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Thanks for the feedback. I have briefly browsed some of the other boat building forums and everyone always seems to say they have been working on their boats for 6 months to a year and still not complete. So I did think the 80 hours was misleading but just wanted some more input. However, some of the boats on Bateau.com - boat plans on line since 1993 do say they offer pre-cut package kits. But every time I click on one of the pre-cut package links to see the price, they say "out of stock". So maybe if you start with a pre-cut package kit then maybe it's possible to complete in 80hours.:scratchchin3:

The Apprentice for a Day program looks like a good way to get exposed to boat building. I may have to make a trip over there and take the class so I get a better idea what is involved before deciding to take on a project myself.
 

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rrr - The writeup on that Dory is really misleading, isn't it? They shouldn't make some of those statements just to make a buck. "No woodworking skills needed." I feel bad for people that read that stuff and get started, only to find out there more to it. Not that it's hard but that site makes it sound like you are assembling a shelving unit. Jim
I couldn't agree more. If the directions say no wood working skills needed in plans to build a boat made from wood I don't care who you are your going need to know a little something it.
 

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There are some good looking boats on that site but to build a 28' from nothing? It would be a god awful amount of work.
 

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Rod - Please know that I am in no way trying to discourage you Boat building is the best hobby I ever found. I love boats and it's fun working through the various phases of construction. You will put in a lot of hours but you keep developing more knowledge and skills, then the best part, you'll have something really special in the end. I mounted the third of 6 lapstrakes today and it took the best part of the day, starting about 10 a.m. and wrapping up around 4 p.m. One plank. I had to cut two gains on each end - four total - and there's a lot of measuring, clamping up, unclamping, drawing lines on it for mounting and riveting. If you build a boat longer than 8 feet, you have to scarf pieces together. I have two scarf joints on each plank. That takes a little time, mostly for the epoxy to cure. I have a bit of a handicap because I'm allergic to marine epoxy and have to wear an air-forced respirator hood. Today was my first day using the new system and it does work well. I was using a full face respirator without an air supply before but it's worthless when it's hot or cold outside. The fumes from uncured epoxy is what gets me and I'm fine once it dries for about 12 hours in this weather or 24 hrs. in 70 degree weather. Tom was talking about epoxy cure times and even though I can work with it in 24 hrs., epoxy doesn't fully cure for about 3 days. So as he said, even with stitch and glue, you're going to be waiting for epoxy to dry because you don't want to be putting any stress on the joints until the epoxy is cured. Keep us posted on what you decide to do and I hope you get started on one. It's smart to do a lot o reading and research first and take a day triup to St. Michaels sometime and check out the Apprentice for a Day program. For reference, I believe they spend about 4 months on an average build of a 14-16 ft. boat, with about five people working. I couldnt have doen this when I had young children at home.. Jim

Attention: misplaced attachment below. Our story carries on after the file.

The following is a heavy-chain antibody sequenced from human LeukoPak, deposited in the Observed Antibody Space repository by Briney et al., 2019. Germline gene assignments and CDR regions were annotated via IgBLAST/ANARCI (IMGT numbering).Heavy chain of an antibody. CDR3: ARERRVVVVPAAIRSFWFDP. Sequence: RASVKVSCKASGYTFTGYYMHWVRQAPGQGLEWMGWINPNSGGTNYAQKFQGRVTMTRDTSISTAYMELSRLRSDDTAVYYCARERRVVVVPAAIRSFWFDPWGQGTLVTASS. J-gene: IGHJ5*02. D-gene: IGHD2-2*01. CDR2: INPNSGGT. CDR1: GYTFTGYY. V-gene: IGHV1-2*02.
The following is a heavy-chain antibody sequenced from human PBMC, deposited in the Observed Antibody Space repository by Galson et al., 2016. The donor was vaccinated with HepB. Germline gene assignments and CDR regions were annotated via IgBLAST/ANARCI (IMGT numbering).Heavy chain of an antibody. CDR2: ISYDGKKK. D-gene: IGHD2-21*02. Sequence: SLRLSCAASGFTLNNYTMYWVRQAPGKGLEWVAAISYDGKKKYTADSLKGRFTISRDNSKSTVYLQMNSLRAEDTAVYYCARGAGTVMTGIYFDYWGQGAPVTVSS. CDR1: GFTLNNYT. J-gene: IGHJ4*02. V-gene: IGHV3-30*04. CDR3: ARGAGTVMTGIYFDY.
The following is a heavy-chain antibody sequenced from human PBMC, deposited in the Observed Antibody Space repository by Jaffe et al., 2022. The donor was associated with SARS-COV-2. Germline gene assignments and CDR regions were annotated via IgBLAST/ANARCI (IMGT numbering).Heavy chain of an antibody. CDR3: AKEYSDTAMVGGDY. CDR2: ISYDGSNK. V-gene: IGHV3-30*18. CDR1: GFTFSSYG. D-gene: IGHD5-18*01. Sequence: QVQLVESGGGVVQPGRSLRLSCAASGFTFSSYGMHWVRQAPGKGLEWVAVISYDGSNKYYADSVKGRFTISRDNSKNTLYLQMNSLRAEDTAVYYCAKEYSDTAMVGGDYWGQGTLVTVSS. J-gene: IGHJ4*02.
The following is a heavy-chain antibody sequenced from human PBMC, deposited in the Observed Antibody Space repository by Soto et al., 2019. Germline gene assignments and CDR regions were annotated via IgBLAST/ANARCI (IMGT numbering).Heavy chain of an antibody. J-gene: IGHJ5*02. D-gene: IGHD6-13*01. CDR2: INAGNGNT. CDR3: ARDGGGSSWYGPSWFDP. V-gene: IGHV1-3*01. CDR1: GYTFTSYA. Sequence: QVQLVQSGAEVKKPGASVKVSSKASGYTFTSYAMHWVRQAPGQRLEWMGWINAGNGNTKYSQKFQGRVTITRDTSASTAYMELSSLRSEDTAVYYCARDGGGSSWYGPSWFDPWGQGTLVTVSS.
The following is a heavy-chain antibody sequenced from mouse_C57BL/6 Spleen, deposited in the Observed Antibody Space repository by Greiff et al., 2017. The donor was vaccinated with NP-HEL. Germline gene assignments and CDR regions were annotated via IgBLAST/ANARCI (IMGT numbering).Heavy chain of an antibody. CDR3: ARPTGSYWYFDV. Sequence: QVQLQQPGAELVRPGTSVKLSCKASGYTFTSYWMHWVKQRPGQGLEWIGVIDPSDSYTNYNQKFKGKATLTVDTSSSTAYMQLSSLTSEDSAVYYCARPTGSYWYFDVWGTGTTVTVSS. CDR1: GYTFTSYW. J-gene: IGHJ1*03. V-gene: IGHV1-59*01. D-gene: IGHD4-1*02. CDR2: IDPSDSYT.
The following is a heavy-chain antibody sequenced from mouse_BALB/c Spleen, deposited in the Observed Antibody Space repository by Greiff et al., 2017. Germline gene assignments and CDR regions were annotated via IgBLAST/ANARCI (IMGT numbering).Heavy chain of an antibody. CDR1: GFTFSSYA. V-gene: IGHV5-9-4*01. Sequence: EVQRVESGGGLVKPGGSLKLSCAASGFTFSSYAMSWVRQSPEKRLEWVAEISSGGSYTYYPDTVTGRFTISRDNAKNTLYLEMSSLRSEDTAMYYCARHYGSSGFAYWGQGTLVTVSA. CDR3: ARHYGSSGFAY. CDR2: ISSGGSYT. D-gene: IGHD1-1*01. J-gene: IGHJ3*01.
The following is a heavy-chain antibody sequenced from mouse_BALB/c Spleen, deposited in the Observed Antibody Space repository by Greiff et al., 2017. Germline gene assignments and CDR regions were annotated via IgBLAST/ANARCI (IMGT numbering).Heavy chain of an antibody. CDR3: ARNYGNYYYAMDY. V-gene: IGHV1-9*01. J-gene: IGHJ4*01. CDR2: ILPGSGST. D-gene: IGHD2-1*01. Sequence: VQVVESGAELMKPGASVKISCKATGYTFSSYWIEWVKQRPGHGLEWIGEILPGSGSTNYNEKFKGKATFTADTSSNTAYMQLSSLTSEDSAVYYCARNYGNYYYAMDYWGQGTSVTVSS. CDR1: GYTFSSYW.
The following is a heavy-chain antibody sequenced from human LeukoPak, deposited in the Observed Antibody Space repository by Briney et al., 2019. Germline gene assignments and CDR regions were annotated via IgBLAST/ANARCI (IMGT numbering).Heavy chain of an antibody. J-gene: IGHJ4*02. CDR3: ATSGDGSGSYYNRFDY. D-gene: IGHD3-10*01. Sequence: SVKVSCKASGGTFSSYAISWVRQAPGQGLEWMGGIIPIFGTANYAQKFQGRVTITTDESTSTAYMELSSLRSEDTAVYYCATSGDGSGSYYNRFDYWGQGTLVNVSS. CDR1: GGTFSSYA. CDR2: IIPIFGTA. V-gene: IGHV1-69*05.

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Jim,

I was workin on my steering today. My dad is in Ct taking the bridge off his new boat which will be here monday. Can't wait to put some pictures on here! Anyway it is very confusing and it took my and one of my buddies about 1 1/2 just to get mounted up. It should be rockin n rollin by wensday or thurs.:D
 

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rrr- yo can do it all! Good luck finishing that up. Jim
 

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The 80 hours quote is just to have the hull finished. This means wood cut, spliced together and the seams and bottom probably glassed and that's about it. Maybe paint before flipping. The decks, consoles, topside paint, wiring will require more than that.

Below is a quote from one of their VERY straightforward boats, the 18' garvey which is their version of the Carolina Skiff or jon Boat, note the claim between hull completion and finished boat.

The hull can be build in 25 hours but a finished boat will require 60 hours or more depending on the level of detail and the skills of the builder.
Complete boat at 2 1/2 times that of just building the hull, so a hull at 80 hours really equates to about 200 hours for the complete boat=5 weeks full time, probably about right for a 16' boat.

Bateau's building method is based on stich and glue. The plywood is cut with a circular saw or jig saw in some cases. then the wood drilled and either taped together or tied toegther with wire ties. Then the seams fiberglass taped and the bottom covered with glass and the sanding done. At that point the hull is built, as they claim.